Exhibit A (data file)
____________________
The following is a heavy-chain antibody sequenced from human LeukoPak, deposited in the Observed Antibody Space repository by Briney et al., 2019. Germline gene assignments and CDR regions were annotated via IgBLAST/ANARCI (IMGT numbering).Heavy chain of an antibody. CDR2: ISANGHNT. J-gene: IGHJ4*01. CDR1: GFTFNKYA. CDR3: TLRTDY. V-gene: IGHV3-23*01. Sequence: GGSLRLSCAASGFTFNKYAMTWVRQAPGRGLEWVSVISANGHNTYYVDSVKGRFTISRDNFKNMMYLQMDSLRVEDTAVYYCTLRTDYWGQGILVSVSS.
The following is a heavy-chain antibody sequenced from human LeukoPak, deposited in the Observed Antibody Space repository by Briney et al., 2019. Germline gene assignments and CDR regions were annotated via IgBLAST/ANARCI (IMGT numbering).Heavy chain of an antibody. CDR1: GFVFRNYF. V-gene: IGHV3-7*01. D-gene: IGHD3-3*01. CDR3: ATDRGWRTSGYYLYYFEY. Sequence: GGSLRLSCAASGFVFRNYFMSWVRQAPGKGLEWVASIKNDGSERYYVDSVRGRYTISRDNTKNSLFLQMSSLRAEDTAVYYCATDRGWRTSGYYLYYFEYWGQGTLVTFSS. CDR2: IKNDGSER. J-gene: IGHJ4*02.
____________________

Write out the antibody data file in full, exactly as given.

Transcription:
The following is a heavy-chain antibody sequenced from human LeukoPak, deposited in the Observed Antibody Space repository by Briney et al., 2019. Germline gene assignments and CDR regions were annotated via IgBLAST/ANARCI (IMGT numbering).Heavy chain of an antibody. CDR2: ISANGHNT. J-gene: IGHJ4*01. CDR1: GFTFNKYA. CDR3: TLRTDY. V-gene: IGHV3-23*01. Sequence: GGSLRLSCAASGFTFNKYAMTWVRQAPGRGLEWVSVISANGHNTYYVDSVKGRFTISRDNFKNMMYLQMDSLRVEDTAVYYCTLRTDYWGQGILVSVSS.
The following is a heavy-chain antibody sequenced from human LeukoPak, deposited in the Observed Antibody Space repository by Briney et al., 2019. Germline gene assignments and CDR regions were annotated via IgBLAST/ANARCI (IMGT numbering).Heavy chain of an antibody. CDR1: GFVFRNYF. V-gene: IGHV3-7*01. D-gene: IGHD3-3*01. CDR3: ATDRGWRTSGYYLYYFEY. Sequence: GGSLRLSCAASGFVFRNYFMSWVRQAPGKGLEWVASIKNDGSERYYVDSVRGRYTISRDNTKNSLFLQMSSLRAEDTAVYYCATDRGWRTSGYYLYYFEYWGQGTLVTFSS. CDR2: IKNDGSER. J-gene: IGHJ4*02.